On the other end of the spectrum, video games seem to be on the evolutionary rise. Games have long taken inspiration from movies, and as games rapidly approach film in terms of visual verisimilitude, they are taking plot and other cinematic elements as well. For instance, Infinity Ward’s Call of Duty 4 is basically your own personal action movie, as demonstrated by this lengthy clip below. The game’s graphics are amazing (though the quality of YouTube doesn’t do it justice), and while its plot won’t win it any Academy Awards (Russian Ultranationalists and Middle Eastern terrorists working together? Mon dieu!) the ability to actually participate in all of those action movie scenes is remarkable fun.

While serious movies don’t have much to worry about from video games (a real-life My Dinner With Andre video game is years away), action movies either need to start evolving plots, or go the way of the dodo.

••• For those who couldn’t imagine anything more profoundly boring than watching other people play video games (or, the Quidditch matches in the Harry Potter films), watch from the beginning to around minute two, then from minute six to the end.

After turning down offers to write for Yesterday’s Salad, and/or be a journalist for Rolling Stone Magazine, 1976-1979, former YS fav Aaron Sorkin decided that the best way to resurrect his fading career was with a political comedy, Charlie Wilson’s War. Charlie has many of the flaws of Studio 60 on the Sunset Strip (too much focus on God and religion) and not enough of the strengths (there are barely any scenes where characters chat while walking down hallways), and from time to time the movie is incredibly heavy-handed. Still, Charlie Wilson’s War is likeable, and if it doesn’t reach the highs of seasons 2 or 3 of The West Wing, it’s about as good as your average episode of Sports Night.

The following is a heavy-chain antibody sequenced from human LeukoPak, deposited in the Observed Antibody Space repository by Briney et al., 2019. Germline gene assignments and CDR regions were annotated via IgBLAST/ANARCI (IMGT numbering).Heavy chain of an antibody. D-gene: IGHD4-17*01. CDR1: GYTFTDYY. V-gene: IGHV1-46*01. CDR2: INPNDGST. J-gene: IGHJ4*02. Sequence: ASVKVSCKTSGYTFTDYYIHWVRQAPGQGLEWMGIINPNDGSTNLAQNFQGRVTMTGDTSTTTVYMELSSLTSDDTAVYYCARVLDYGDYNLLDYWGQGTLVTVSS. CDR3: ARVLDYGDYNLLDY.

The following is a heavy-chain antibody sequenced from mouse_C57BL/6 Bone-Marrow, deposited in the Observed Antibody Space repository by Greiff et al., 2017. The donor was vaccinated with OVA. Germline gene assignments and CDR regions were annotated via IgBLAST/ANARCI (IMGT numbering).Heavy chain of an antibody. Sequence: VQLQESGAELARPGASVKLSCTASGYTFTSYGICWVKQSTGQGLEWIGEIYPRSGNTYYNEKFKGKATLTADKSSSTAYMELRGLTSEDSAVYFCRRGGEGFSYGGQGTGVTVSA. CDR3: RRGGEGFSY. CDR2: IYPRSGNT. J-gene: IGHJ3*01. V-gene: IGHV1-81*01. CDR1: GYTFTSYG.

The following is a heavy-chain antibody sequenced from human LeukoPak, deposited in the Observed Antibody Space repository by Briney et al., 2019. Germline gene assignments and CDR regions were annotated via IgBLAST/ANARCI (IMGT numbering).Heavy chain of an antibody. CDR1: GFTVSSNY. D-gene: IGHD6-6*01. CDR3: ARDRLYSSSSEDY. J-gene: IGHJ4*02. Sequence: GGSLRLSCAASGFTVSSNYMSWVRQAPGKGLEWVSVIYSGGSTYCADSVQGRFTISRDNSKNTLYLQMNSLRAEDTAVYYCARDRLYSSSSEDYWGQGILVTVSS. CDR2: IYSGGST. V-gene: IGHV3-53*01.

Tom Hanks gives a very good performance as Charlie Wilson. Wilson is not a very demanding part, but Hanks gives it his all nonetheless, becoming the character. He stops being Tom Hanks about 10 minutes in. Except when he cries. Julia Roberts looks fantastic and does a nice job delivering her lines. Philip Seymour Hoffman is excellent and quite funny, bringing a devilish playfulness to the part. The performance is almost a parody of his character in Mission: Impossible III; both characters are players in the game of global espionage, and both have the means to kill at a moment’s notice, but CWWPSH (whew!) is a deadpan bureaucrat. He jokes, but he’s almost more terrifying because we believe he can deliver on his threats. (Plus, there’s no Ethan Hunt to save us.)

The movie falters near the end. If No Country for Old Men was unsatisfying because everything was so open, Charlie Wilson’s War has the opposite problem of trying to make everything nice and neat. The action stops and everyone starts making speeches about what it all means, about the problems of getting involved in other countries and then disappearing, about the problems of wars fought for God, about the problems of arming Afghanistan. The themes themselves are unavoidable and worth telling; the problem is in the execution. Sorkin underestimates his audience. The people going to his movies are literate liberals who already hold his political views. He doesn’t need to hammer the point home as much as he does.

Charlie Wilson’s War will probably not be nominated for Best Picture. Then again, far worse movies have been.

Note: There has been a lot of movie coverage around here recently. My next post will probably have something to do with the Simpsons, Mass Transit, words, and alcohol. My plan is to review as many of the Academy Award favorites as I can. Please let me know if this is a good idea, or a bad idea.